2. Probiotics. I had an emergency c-section with Noah and thus, an unexpected round of antibiotics. I’m allergic to most antibiotics and NEVER take them, so I was completely ignorant about the whole “increased likelihood of thrush” thing. And we got thrush almost immediately. Which DID NOT HELP ANYTHING. So now I start taking a probiotic supplement about two weeks before my due date and continue to take it throughout the first month or so. We did not get thrush last time. Whew. This time, my prenatal vitamin actually contains a probiotic, so I’m covered. But if yours does not and you have ANY reason to suspect you might need antibiotics during delivery, get yourself some capsules.

3. Pumping. I wasn’t really prepared for pumping, last time. I figured it was something I’d start trying mid-maternity leave, when I needed to stockpile milk for my return to work. But instead, I got hooked up to one at Noah’s first check-up, the one where we discovered he was barely an ounce above the re-hospitalization weight loss point. My milk still hadn’t come in and emergency supplementing was implemented (by an LC who just FIVE MINUTES BEFORE compared formula to crack cocaine, and who then bizarrely told me to pump at home INSTEAD of nursing, while Jason fed Noah bottles, because she thought I needed/wanted…a break? And I listened because I didn’t know any better and I felt like the biggest failure and cut off from mah baybeeee?). And I basically sat there traumatized and sobbing and it was awful.

The second time around, the pump and I were allies. My LC (a different one, OBVIOUSLY) advised me to continue to nurse on-demand first, but to tack a five-to-10-minute double-side-pumping session onto the end of every (or every other) nursing session during the day. “Trick your body into thinking you have twins,” she said. I did this for about four weeks. I stopped when I realized I had gone and swung myself into oversupply territory. But I found THAT much easier to deal with than undersupply, so yeah, I plan to do it again this time. Plus, I actually was pumping ACTUAL OUNCES OF MILK in no time, which made me feel 1) totally awesome, and 2) like I could leave the house on my own or have dinner or see a movie with my husband because behold! ENTIRE BAGS OF BREASTMILK IN THE FRIDGE YAAAAY!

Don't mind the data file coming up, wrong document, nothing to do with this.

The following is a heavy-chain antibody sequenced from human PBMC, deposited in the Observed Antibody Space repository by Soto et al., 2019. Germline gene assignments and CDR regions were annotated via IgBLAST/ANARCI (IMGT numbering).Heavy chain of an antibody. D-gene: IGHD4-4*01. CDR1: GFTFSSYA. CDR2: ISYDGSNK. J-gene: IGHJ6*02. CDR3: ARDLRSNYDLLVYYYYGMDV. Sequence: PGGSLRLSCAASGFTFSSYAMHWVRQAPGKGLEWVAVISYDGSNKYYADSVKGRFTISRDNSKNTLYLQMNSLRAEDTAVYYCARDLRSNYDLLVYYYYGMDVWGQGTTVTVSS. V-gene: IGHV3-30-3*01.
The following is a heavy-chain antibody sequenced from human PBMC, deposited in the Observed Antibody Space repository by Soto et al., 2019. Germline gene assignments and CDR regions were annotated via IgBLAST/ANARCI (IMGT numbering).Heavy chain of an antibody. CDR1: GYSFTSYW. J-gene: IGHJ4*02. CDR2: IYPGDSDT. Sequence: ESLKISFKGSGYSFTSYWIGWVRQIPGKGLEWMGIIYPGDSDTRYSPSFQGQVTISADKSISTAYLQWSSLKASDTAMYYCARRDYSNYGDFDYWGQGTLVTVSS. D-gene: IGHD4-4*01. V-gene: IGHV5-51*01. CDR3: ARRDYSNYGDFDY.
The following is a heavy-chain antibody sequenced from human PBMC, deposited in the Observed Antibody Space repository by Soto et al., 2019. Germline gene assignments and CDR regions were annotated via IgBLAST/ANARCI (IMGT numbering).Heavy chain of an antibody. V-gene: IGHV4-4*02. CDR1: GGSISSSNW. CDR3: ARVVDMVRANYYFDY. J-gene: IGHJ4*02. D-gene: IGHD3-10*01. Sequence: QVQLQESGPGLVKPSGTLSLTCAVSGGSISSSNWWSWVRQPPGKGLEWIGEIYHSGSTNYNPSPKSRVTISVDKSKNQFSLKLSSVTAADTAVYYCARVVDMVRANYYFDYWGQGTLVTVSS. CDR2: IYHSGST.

4. Preemie-flow nipples. One thing that wasn’t different the second time around was the fact that my milk didn’t come in until day five. Five days is a long time of just colostrum and for an increasingly alert and hungry baby to be nursing every hour (or less!) on empty, sore boobs. Add in Ezra’s tongue tie (which wasn’t corrected until day seven)…well, YEAH. Ouch. Frustration city. DEEP DARK CONFESSION: I gave him a damn bottle of formula the evening of day four. Two whole ounces of evil. HA. SO THERE. And I don’t regret it. I used a preemie-flow nipple so he still had to “work” and I used preemie-flow nipples on every bottle of pumped breast milk he received for the first three months or so. Maybe even longer — I’m not sure we even moved up to level two nipples until he’d completely weaned from the breast. We just always tried to keep the bottles as slow-flowing as we could, while the boobs were still in use.

5. Realistic expectations. I had no idea if any of the above were going to work. At the time, I still thought most of the undersupply problems had to do with ME. I’d read online that scar tissue and damaged ducts quite often healed themselves more and more with each subsequent pregnancy and lactation, so…that was really all I was pinning my hopes on. (And I believe it is true, though my right boob still remained my underachiever, so to speak.) I figured I would try again. I would hope like hell and do what I could, but if it didn’t work, well, I WOULD NOT LET IT DESTROY ME. Or color the entire early postpartum experience or remain a black mark of failure on my motherhood record. If it didn’t work out, I would stop. I had all of the above supplies pre-purchased and ready to go…but I also bought bottles and formula and I would use them if I had to and nobody was going to make me feel badly about it.